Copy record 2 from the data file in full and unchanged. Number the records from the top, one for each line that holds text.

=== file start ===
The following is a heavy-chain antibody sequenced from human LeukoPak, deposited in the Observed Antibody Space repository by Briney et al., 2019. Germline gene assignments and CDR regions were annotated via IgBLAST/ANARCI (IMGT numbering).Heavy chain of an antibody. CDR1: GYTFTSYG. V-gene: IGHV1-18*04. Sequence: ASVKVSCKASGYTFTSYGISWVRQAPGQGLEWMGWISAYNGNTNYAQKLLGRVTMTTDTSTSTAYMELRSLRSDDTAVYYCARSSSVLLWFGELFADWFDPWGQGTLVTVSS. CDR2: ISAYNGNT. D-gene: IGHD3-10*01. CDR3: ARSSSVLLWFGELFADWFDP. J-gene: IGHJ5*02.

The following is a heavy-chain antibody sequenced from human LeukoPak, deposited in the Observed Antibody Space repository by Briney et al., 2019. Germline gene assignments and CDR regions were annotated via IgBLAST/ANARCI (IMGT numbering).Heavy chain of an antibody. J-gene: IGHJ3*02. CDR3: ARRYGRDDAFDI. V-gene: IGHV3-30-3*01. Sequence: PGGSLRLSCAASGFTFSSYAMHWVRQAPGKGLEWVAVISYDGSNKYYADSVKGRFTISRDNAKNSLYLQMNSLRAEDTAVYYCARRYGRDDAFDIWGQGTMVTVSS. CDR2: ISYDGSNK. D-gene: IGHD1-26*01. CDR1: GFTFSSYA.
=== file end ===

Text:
The following is a heavy-chain antibody sequenced from human LeukoPak, deposited in the Observed Antibody Space repository by Briney et al., 2019. Germline gene assignments and CDR regions were annotated via IgBLAST/ANARCI (IMGT numbering).Heavy chain of an antibody. J-gene: IGHJ3*02. CDR3: ARRYGRDDAFDI. V-gene: IGHV3-30-3*01. Sequence: PGGSLRLSCAASGFTFSSYAMHWVRQAPGKGLEWVAVISYDGSNKYYADSVKGRFTISRDNAKNSLYLQMNSLRAEDTAVYYCARRYGRDDAFDIWGQGTMVTVSS. CDR2: ISYDGSNK. D-gene: IGHD1-26*01. CDR1: GFTFSSYA.